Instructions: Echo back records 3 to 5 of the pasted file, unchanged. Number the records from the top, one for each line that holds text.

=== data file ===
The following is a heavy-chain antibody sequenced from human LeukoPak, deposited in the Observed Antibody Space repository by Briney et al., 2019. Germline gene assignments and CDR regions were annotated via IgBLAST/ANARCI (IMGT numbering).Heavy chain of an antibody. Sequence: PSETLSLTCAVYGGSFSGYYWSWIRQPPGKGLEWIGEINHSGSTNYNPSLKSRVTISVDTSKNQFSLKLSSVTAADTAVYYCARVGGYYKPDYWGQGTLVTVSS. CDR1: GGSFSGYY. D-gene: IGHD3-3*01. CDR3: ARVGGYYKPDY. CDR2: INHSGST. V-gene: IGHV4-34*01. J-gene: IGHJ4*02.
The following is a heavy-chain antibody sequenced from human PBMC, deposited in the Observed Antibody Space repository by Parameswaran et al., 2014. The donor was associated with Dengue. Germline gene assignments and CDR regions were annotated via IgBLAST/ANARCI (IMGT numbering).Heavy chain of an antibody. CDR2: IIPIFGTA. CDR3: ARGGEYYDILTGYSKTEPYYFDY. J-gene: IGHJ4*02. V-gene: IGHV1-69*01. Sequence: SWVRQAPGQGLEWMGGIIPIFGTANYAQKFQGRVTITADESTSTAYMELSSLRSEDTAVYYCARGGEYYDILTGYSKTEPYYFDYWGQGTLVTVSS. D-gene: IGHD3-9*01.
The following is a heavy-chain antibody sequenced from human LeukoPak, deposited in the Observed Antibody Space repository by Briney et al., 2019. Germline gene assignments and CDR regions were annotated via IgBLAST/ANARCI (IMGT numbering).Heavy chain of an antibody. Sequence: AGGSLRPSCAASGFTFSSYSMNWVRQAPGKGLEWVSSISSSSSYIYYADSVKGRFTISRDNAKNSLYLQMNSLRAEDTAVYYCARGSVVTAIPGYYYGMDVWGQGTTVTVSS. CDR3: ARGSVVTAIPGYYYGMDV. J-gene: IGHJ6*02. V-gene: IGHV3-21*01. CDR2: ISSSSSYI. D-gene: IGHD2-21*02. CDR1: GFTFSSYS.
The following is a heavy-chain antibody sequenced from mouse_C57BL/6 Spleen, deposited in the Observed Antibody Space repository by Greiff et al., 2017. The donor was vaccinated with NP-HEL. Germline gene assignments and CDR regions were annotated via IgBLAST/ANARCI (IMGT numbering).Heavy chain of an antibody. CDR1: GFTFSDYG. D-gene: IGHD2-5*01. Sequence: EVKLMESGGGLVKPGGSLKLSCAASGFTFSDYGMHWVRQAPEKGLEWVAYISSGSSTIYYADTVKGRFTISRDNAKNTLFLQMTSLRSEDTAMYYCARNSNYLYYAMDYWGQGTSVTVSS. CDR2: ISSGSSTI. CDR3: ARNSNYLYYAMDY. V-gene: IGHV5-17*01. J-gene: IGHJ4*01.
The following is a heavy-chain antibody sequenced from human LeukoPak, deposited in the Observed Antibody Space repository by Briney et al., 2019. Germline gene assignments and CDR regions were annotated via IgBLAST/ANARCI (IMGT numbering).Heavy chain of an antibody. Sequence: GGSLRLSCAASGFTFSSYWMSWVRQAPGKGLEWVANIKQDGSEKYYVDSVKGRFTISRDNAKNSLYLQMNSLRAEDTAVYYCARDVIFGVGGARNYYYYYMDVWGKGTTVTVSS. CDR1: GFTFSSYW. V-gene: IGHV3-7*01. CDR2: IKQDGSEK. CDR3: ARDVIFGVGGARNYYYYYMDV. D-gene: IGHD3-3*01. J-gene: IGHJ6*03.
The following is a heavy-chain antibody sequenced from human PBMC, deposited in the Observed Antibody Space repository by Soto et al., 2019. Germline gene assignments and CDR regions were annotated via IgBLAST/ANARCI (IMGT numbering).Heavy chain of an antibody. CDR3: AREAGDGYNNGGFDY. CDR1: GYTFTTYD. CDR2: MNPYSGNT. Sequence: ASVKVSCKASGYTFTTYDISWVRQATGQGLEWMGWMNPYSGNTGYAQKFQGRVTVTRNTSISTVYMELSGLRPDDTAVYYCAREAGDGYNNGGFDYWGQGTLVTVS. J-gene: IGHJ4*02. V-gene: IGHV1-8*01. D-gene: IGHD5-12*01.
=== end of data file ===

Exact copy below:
The following is a heavy-chain antibody sequenced from human LeukoPak, deposited in the Observed Antibody Space repository by Briney et al., 2019. Germline gene assignments and CDR regions were annotated via IgBLAST/ANARCI (IMGT numbering).Heavy chain of an antibody. Sequence: AGGSLRPSCAASGFTFSSYSMNWVRQAPGKGLEWVSSISSSSSYIYYADSVKGRFTISRDNAKNSLYLQMNSLRAEDTAVYYCARGSVVTAIPGYYYGMDVWGQGTTVTVSS. CDR3: ARGSVVTAIPGYYYGMDV. J-gene: IGHJ6*02. V-gene: IGHV3-21*01. CDR2: ISSSSSYI. D-gene: IGHD2-21*02. CDR1: GFTFSSYS.
The following is a heavy-chain antibody sequenced from mouse_C57BL/6 Spleen, deposited in the Observed Antibody Space repository by Greiff et al., 2017. The donor was vaccinated with NP-HEL. Germline gene assignments and CDR regions were annotated via IgBLAST/ANARCI (IMGT numbering).Heavy chain of an antibody. CDR1: GFTFSDYG. D-gene: IGHD2-5*01. Sequence: EVKLMESGGGLVKPGGSLKLSCAASGFTFSDYGMHWVRQAPEKGLEWVAYISSGSSTIYYADTVKGRFTISRDNAKNTLFLQMTSLRSEDTAMYYCARNSNYLYYAMDYWGQGTSVTVSS. CDR2: ISSGSSTI. CDR3: ARNSNYLYYAMDY. V-gene: IGHV5-17*01. J-gene: IGHJ4*01.
The following is a heavy-chain antibody sequenced from human LeukoPak, deposited in the Observed Antibody Space repository by Briney et al., 2019. Germline gene assignments and CDR regions were annotated via IgBLAST/ANARCI (IMGT numbering).Heavy chain of an antibody. Sequence: GGSLRLSCAASGFTFSSYWMSWVRQAPGKGLEWVANIKQDGSEKYYVDSVKGRFTISRDNAKNSLYLQMNSLRAEDTAVYYCARDVIFGVGGARNYYYYYMDVWGKGTTVTVSS. CDR1: GFTFSSYW. V-gene: IGHV3-7*01. CDR2: IKQDGSEK. CDR3: ARDVIFGVGGARNYYYYYMDV. D-gene: IGHD3-3*01. J-gene: IGHJ6*03.